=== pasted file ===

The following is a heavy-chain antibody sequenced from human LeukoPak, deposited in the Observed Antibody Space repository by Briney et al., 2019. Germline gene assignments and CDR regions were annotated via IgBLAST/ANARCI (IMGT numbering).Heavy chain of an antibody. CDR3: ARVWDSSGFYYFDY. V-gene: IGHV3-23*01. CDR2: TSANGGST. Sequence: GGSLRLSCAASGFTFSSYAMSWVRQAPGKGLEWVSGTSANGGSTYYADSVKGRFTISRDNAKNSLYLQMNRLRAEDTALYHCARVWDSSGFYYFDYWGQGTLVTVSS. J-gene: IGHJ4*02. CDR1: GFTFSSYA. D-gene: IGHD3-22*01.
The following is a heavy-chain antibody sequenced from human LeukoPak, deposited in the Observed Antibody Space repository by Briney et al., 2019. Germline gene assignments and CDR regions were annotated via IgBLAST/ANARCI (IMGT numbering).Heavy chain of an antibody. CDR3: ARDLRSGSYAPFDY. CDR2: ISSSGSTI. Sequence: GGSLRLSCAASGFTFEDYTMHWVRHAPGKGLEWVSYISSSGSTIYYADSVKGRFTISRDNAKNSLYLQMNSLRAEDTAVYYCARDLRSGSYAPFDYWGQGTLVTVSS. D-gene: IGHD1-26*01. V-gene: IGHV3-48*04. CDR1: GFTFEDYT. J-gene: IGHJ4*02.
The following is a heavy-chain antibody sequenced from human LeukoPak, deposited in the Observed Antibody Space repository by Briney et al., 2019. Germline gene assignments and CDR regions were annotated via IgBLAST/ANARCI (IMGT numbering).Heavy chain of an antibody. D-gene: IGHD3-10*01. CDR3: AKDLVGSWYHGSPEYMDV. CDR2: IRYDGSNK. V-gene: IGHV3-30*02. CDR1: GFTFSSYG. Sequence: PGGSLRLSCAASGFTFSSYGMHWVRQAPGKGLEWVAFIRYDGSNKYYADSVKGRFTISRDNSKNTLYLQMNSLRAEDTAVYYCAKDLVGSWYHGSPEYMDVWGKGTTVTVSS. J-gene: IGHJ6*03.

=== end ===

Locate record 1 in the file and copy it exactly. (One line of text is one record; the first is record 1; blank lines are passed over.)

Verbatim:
The following is a heavy-chain antibody sequenced from human LeukoPak, deposited in the Observed Antibody Space repository by Briney et al., 2019. Germline gene assignments and CDR regions were annotated via IgBLAST/ANARCI (IMGT numbering).Heavy chain of an antibody. CDR3: ARVWDSSGFYYFDY. V-gene: IGHV3-23*01. CDR2: TSANGGST. Sequence: GGSLRLSCAASGFTFSSYAMSWVRQAPGKGLEWVSGTSANGGSTYYADSVKGRFTISRDNAKNSLYLQMNRLRAEDTALYHCARVWDSSGFYYFDYWGQGTLVTVSS. J-gene: IGHJ4*02. CDR1: GFTFSSYA. D-gene: IGHD3-22*01.